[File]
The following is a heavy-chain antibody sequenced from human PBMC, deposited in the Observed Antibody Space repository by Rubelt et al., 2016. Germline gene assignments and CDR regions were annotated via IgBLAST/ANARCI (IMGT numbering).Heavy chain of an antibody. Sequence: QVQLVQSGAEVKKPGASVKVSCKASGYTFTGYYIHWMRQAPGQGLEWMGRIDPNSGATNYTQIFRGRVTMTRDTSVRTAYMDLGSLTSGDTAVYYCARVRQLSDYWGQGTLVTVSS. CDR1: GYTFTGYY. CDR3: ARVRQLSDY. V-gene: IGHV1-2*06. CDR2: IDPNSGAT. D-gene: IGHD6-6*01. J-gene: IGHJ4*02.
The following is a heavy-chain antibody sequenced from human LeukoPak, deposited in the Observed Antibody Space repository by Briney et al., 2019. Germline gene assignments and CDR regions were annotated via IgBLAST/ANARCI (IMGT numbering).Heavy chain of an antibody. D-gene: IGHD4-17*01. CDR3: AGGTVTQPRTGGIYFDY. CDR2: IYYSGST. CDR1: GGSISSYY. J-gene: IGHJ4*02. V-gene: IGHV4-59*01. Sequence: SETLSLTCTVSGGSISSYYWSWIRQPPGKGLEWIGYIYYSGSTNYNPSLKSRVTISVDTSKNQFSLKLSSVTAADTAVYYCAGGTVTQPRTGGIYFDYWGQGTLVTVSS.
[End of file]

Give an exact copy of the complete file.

The following is a heavy-chain antibody sequenced from human PBMC, deposited in the Observed Antibody Space repository by Rubelt et al., 2016. Germline gene assignments and CDR regions were annotated via IgBLAST/ANARCI (IMGT numbering).Heavy chain of an antibody. Sequence: QVQLVQSGAEVKKPGASVKVSCKASGYTFTGYYIHWMRQAPGQGLEWMGRIDPNSGATNYTQIFRGRVTMTRDTSVRTAYMDLGSLTSGDTAVYYCARVRQLSDYWGQGTLVTVSS. CDR1: GYTFTGYY. CDR3: ARVRQLSDY. V-gene: IGHV1-2*06. CDR2: IDPNSGAT. D-gene: IGHD6-6*01. J-gene: IGHJ4*02.
The following is a heavy-chain antibody sequenced from human LeukoPak, deposited in the Observed Antibody Space repository by Briney et al., 2019. Germline gene assignments and CDR regions were annotated via IgBLAST/ANARCI (IMGT numbering).Heavy chain of an antibody. D-gene: IGHD4-17*01. CDR3: AGGTVTQPRTGGIYFDY. CDR2: IYYSGST. CDR1: GGSISSYY. J-gene: IGHJ4*02. V-gene: IGHV4-59*01. Sequence: SETLSLTCTVSGGSISSYYWSWIRQPPGKGLEWIGYIYYSGSTNYNPSLKSRVTISVDTSKNQFSLKLSSVTAADTAVYYCAGGTVTQPRTGGIYFDYWGQGTLVTVSS.